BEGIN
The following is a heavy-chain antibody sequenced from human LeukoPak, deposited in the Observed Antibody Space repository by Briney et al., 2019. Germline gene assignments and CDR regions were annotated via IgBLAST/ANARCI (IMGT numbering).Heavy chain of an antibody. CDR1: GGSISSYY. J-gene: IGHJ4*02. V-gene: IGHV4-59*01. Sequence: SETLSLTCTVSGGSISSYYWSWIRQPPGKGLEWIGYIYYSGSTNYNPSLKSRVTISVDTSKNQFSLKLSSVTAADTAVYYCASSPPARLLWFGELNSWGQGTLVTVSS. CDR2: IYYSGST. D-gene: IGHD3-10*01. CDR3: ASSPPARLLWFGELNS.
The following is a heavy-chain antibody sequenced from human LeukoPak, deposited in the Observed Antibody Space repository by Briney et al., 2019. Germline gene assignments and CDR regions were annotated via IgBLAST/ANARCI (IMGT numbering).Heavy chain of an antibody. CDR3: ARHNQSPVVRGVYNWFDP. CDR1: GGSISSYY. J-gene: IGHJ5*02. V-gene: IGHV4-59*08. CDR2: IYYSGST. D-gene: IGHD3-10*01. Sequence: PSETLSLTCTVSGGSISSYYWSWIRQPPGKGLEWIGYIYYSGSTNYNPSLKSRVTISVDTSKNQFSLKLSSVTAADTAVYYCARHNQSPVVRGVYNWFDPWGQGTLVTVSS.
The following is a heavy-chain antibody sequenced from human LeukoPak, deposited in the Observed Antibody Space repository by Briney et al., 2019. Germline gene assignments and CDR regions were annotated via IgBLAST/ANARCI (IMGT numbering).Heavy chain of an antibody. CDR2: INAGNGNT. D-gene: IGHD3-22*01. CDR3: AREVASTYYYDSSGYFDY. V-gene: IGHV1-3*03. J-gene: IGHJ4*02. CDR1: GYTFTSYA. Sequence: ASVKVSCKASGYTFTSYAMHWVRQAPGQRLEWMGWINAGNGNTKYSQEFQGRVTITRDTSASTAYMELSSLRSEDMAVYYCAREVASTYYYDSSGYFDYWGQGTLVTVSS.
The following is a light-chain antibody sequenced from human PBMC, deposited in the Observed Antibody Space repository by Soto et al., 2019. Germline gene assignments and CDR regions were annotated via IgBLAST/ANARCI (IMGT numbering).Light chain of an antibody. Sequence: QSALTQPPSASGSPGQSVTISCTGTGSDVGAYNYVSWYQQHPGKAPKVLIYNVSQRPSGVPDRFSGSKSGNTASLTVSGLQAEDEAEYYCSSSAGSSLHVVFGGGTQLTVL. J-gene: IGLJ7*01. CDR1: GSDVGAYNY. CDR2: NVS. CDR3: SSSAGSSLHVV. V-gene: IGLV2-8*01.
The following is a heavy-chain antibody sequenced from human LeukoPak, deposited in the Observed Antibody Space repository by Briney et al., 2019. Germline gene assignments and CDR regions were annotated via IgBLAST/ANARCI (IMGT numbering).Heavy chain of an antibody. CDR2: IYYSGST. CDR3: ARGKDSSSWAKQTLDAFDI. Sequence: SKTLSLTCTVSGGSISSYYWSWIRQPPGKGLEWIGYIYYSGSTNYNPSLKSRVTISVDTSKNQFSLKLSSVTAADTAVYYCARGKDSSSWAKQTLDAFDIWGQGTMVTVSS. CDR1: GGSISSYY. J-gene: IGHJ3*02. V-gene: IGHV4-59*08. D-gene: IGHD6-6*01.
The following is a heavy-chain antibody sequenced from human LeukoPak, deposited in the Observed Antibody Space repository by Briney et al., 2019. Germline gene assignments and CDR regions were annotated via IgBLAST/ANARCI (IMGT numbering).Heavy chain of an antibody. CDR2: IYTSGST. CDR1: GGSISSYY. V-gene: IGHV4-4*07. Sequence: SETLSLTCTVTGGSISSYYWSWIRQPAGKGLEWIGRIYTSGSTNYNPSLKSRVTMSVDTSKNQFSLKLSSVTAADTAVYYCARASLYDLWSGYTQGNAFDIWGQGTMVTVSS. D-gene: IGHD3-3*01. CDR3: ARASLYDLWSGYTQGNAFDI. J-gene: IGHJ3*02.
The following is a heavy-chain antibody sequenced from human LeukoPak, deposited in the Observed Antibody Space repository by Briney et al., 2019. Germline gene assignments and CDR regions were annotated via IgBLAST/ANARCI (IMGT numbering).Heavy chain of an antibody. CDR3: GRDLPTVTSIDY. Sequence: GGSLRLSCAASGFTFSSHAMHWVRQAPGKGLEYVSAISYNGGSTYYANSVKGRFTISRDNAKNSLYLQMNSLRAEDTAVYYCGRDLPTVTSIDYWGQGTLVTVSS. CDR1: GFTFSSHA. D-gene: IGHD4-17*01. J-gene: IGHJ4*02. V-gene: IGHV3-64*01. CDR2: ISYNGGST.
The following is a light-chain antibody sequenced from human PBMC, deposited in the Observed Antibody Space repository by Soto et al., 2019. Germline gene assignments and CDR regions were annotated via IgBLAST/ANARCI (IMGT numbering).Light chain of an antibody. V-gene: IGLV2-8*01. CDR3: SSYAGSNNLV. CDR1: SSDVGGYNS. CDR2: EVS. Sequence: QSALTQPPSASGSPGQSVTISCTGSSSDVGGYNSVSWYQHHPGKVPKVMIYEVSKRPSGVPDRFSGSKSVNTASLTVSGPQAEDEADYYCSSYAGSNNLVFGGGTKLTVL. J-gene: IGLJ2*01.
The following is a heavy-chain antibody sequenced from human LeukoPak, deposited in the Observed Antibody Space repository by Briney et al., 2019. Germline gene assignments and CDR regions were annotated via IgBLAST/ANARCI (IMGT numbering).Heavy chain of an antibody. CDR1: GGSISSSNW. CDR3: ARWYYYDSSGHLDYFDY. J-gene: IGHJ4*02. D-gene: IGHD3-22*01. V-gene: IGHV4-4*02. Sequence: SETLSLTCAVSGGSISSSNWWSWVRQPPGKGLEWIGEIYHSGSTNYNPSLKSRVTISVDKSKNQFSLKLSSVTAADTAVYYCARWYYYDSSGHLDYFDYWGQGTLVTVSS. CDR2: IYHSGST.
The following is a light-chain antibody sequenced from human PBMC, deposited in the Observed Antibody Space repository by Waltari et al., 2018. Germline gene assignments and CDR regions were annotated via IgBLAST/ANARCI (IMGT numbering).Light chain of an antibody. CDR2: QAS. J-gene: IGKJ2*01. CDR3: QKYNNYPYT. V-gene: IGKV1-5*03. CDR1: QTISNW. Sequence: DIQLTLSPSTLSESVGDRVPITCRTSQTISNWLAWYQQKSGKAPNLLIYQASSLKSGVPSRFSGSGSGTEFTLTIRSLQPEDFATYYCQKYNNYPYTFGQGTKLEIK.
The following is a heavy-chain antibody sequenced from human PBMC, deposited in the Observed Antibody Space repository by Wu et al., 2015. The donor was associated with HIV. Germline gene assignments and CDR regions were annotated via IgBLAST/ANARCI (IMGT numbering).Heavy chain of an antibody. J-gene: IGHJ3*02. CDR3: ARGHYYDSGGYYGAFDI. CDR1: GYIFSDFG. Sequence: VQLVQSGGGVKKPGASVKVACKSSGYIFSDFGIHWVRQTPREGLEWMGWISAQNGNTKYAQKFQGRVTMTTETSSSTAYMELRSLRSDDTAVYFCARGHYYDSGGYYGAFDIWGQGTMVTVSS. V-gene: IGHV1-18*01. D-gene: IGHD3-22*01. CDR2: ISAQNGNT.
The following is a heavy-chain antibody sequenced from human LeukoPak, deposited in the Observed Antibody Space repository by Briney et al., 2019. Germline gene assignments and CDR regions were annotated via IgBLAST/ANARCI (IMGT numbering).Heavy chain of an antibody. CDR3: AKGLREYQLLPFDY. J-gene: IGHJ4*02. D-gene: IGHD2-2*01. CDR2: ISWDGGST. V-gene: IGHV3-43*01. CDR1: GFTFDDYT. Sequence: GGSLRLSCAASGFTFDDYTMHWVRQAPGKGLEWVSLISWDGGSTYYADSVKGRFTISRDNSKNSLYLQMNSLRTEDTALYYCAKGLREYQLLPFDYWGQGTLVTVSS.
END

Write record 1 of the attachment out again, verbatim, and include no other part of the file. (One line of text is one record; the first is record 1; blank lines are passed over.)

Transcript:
The following is a heavy-chain antibody sequenced from human LeukoPak, deposited in the Observed Antibody Space repository by Briney et al., 2019. Germline gene assignments and CDR regions were annotated via IgBLAST/ANARCI (IMGT numbering).Heavy chain of an antibody. CDR1: GGSISSYY. J-gene: IGHJ4*02. V-gene: IGHV4-59*01. Sequence: SETLSLTCTVSGGSISSYYWSWIRQPPGKGLEWIGYIYYSGSTNYNPSLKSRVTISVDTSKNQFSLKLSSVTAADTAVYYCASSPPARLLWFGELNSWGQGTLVTVSS. CDR2: IYYSGST. D-gene: IGHD3-10*01. CDR3: ASSPPARLLWFGELNS.